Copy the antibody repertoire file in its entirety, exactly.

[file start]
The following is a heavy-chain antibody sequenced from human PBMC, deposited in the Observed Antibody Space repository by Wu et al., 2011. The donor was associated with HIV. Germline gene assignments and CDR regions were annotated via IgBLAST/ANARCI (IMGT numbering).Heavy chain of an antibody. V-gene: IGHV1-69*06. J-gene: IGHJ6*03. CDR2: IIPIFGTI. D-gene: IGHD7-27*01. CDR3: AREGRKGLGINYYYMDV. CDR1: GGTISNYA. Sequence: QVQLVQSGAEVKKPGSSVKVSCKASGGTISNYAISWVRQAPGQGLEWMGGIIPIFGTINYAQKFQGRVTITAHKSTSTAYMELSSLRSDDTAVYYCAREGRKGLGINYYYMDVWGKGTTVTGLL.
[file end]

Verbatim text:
The following is a heavy-chain antibody sequenced from human PBMC, deposited in the Observed Antibody Space repository by Wu et al., 2011. The donor was associated with HIV. Germline gene assignments and CDR regions were annotated via IgBLAST/ANARCI (IMGT numbering).Heavy chain of an antibody. V-gene: IGHV1-69*06. J-gene: IGHJ6*03. CDR2: IIPIFGTI. D-gene: IGHD7-27*01. CDR3: AREGRKGLGINYYYMDV. CDR1: GGTISNYA. Sequence: QVQLVQSGAEVKKPGSSVKVSCKASGGTISNYAISWVRQAPGQGLEWMGGIIPIFGTINYAQKFQGRVTITAHKSTSTAYMELSSLRSDDTAVYYCAREGRKGLGINYYYMDVWGKGTTVTGLL.